2. Luz Vermelha (Mauricio Fleury)
Brazilian swing colored by rhythms and unisons inspired by malinkê music and a laid-back
atmosphere that brings to mind producers like Eumir Deodato and even J Dilla.
3. Tema di Malaika (Mauricio Fleury)
The band’s first single (released on 7” vinyl with a dub version produced by Victor Rice) brings together samba de caboclo (Yoruba-influenced traditional Brazilian rhythm), strong riffs, djembe solo, percussive baritone saxophone and 70’s afrorock inspired synthesizer and dub echoes.
4. Mancaleone (Marcelo Dworecki / Kika)
Most experimental track of the album, a mix of swinging Brazilian psychedelic jazz and highlife vibes.
5. Zambo Beat (Décio 7 / Kika)
This track is a melding of ketu drum patterns (from candomblé culture) and Jamaican beats, which swirls into a psychedelic and epic ending.
6. Balboa da Silva (Cris Scabello)
Tribute to the former boxer Nilson Garrido, who created a street boxing ring in Bixiga’s Viaduto do Café. Electrified funk with angular horns this is a song about the never-ending struggle of Brazilian people.
7. Desengano da Vista (Pedro Santos)
Written by the brilliant percussionist, composer, instrument inventor Pedro “Sorongo” Santos, and featured on his masterpiece album Krishnanda, which is collected by DJs and researchers across the world, but not that well known in Brazil. The track features a mix of different afro-sambas with a Jamaican dub atmosphere.
Bixiga 70 / band reflections:
“Bixiga 70’s first album was one of the most important events in the band’s career. It was the beginning of a long and happy story in which we spent a lot of sweat, hours of rehearsal, dedication, research and study to achieve this result. It was certainly the record that changed the careers and personal lives of all of us, paving the way to our own path and projecting us in the Brazilian and international music scene. It was with great happiness that we saw this realization happening in front of us and reverberating on people in such a natural way. I clearly remember the feeling of being in synergy with what was happening culturally at the time we recorded this album. As if we were in the right place, doing the right thing at the right time. Looking back 10 years after this release, I think we were.”
– Cristiano Scabello – Guitar Player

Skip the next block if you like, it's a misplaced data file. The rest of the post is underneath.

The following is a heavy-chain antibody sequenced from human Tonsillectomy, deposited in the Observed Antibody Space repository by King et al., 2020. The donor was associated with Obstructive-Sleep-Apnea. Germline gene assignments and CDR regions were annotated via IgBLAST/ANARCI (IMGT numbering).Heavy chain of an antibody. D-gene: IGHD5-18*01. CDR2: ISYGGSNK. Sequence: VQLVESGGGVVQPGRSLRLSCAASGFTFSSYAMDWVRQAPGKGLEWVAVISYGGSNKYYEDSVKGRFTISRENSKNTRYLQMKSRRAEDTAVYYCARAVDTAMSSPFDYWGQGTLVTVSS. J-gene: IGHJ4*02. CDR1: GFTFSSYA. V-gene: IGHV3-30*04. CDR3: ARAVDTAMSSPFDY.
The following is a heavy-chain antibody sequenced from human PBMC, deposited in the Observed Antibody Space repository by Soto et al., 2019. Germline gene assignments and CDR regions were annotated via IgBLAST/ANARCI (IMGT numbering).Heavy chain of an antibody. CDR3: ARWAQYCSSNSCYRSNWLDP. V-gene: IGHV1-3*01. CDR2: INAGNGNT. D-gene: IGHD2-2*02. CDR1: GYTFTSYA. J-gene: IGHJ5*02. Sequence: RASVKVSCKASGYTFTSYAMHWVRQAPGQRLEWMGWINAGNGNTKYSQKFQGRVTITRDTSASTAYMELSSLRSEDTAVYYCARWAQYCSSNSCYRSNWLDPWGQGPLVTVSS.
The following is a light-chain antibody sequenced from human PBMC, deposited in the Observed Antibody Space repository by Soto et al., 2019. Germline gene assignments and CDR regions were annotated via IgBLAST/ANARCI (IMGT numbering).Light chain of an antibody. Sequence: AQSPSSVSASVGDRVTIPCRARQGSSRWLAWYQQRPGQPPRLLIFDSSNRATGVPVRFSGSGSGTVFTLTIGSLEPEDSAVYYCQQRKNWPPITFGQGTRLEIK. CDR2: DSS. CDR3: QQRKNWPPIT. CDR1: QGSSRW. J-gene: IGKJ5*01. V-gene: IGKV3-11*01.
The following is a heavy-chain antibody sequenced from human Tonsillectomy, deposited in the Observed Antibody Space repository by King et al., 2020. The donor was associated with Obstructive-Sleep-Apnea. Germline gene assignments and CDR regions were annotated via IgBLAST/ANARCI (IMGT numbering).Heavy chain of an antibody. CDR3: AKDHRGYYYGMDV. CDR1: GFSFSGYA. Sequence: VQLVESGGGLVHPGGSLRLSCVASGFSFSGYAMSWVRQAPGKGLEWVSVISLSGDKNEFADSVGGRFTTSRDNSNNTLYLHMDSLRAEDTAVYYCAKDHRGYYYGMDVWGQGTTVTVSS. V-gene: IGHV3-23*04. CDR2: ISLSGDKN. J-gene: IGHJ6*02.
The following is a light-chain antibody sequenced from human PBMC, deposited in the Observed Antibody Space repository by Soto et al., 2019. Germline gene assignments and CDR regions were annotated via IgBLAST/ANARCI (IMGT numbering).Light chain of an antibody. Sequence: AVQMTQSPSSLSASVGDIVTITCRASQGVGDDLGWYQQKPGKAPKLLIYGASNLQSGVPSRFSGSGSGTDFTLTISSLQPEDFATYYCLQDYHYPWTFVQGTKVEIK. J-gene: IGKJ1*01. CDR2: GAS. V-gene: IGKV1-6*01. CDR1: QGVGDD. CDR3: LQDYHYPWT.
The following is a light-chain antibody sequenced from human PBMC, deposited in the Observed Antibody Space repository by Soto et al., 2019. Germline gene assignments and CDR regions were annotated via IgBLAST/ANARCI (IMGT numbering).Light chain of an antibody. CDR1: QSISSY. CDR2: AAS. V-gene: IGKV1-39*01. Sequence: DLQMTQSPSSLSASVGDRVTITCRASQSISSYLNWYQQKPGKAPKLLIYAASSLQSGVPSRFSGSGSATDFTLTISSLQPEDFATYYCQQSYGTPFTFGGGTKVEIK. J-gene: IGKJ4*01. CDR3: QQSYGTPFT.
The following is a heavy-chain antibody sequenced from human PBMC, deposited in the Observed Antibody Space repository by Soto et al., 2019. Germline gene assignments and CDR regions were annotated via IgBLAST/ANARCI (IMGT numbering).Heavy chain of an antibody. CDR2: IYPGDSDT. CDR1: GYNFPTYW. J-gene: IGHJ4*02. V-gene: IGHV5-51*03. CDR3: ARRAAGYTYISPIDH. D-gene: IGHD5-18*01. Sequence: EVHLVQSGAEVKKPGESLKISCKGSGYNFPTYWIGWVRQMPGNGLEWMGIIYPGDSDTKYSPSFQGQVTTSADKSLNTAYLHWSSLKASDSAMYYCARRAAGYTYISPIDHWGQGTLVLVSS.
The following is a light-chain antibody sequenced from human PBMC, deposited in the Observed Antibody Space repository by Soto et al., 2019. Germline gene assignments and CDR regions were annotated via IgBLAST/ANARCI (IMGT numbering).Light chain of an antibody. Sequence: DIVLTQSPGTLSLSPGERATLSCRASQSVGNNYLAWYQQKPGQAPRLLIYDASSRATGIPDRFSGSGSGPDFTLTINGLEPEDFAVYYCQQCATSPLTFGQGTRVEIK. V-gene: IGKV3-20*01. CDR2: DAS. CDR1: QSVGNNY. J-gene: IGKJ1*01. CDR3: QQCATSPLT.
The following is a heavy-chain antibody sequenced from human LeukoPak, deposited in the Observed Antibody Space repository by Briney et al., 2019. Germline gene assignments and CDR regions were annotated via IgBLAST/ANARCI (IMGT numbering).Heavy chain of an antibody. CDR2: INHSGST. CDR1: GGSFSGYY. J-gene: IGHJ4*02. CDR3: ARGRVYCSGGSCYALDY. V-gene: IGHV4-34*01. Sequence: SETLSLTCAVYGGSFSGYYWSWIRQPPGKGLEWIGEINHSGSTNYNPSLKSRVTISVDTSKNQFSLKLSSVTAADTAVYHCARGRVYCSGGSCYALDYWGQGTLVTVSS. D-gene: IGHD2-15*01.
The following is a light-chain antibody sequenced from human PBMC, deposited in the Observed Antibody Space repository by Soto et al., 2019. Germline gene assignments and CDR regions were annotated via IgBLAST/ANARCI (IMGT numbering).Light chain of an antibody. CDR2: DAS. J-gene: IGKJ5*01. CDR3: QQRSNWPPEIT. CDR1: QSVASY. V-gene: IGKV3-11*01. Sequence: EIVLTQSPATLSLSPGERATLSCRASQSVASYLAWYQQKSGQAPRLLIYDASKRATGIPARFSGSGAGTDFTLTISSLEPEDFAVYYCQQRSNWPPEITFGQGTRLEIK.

“Living where we live and doing what we do has always been a struggle, but by the turn of the last decade we were very hopeful, lots of new projects starting and we had the energy to put together a ten-piece band and record our first album with the music we wrote ourselves in a totally independent way, counting on the help of good friends and people that liked our music. We could feel that we were doing something that felt important then and we tried to come up with a Brazilian answer to what we were listening to from abroad. I think that listening to this album nowadays can bring some of that hope that we shared by that time, shedding some light on the dark times we are going through.”
– Maurício Fleury – Guitar and Keyboard Player
“For me, playing with Bixiga 70 is always a huge challenge, not only musically speaking but also in terms of energy and density. we all have to be on point, because the audience will certainly be. Back then it was an even bigger task for all of us because it was the first time we all were in this position of playing the leading role in a performance with such physical and emotional demand. Our first album materializes that moment of discovery for us, it opened up the gates, and gave us recognition around the whole country. It led to new audiences, new experiences, and totally shaped what we have been doing ever since. We had a great time doing the album, it was big time fun. But none of us knew what we were about to experience. A life changing achievement.”
– Daniel Verano -Trumpet Player
“It’s hard to believe that it’s been 10 years. Looking back, I clearly see how we were in the process of developing ourselves as musicians, as a band, as artists, as recording engineers, etc. And at the same time, what stands out to me is that there is a sense of optimism and confidence that were deeply rooted in the moment we were living in Brazil. Hard to believe it’s been 10 years”
– Cuca Ferreira – Sax Player
Bixiga 70 / discography:
“Bixiga 70” (2011) / “Ocupai” (2013) / “III” (2015) / “The Copan Connection: Bixiga 70 Meets Victor Rice”(2016) / “Quebra-Cabeça” (2018)